Study Shows How Plasma Irradiation Damages Materials

Thermonuclear reactors, where energy is generated by combining hydrogen isotopes, are one of the potential means to overcome the global energy crisis.

Study Shows How Plasma Irradiation Damages Materials.
Jana Paju. Image Credit: Tallinn University.

Although the temperature on the walls of plasma chambers in thermonuclear reactors ought to be less than 1000 °C under normal conditions, in certain cases, it can reach values higher than 3400 °C — tungsten’s melting temperature.

Jana Paju, a doctoral student from Tallinn University, explored how plasma irradiation damages materials and how the damage propagates. The use of electrical conductivity as an analytical method will help predict the long-term accumulation of damage.

Both destructive and non-destructive techniques were used as part of the research. The aim was to identify the overlaps and shortcomings of these analytical techniques. At the same time, the focus was also on whether and how rare but extreme events can impact the behavior of materials than regular conditions.

The research proved that the synergistic effects of irradiation emerge even in case of mild secondary irradiation. It was the first time the damage in plasma irradiated materials was analysed using electrical conductivity and it enabled to describe the levels of damage that cannot be described using other methods.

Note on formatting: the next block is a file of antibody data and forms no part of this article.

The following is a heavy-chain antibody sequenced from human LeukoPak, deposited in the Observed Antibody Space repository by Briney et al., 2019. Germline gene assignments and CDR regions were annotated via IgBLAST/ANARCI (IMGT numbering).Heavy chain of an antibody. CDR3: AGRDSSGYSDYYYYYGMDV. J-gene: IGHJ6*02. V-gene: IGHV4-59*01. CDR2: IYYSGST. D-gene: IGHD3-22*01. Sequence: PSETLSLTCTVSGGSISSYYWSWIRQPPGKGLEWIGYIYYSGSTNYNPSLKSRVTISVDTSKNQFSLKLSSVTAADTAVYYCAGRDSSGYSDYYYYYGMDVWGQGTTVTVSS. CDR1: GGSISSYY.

Besides melting, erosion of the melted material and vaporization, the transition from cold to hot temperatures and vice versa between irradiation cycles tends to damage the sample surface due to thermal expansion cracking of the surface.

However, the surface damage extension does not always offer sufficient insights about the extension of actual material damage. This is because internal damage caused by mechanical plasma shockwaves can stay hidden. The study demonstrated that though various irradiation cycles cause identical damage on the surface, the physical properties within the material differed greatly.

The most crucial part of the study was the comparison between the analytical techniques employed. The conclusion was that the electrical conductivity analysis, which has never been used on plasma irradiated samples previously in this way, allows the comparison of irradiated samples.

Another conclusion was that there was a decrease in the electrical conductivity within the objects, at a depth where the damage cannot be viewed from the images taken by a scanning electron microscope, and the material’s microhardness also decreased similarly. The insights into this correlation enable the materials to be investigated without any damage to them.


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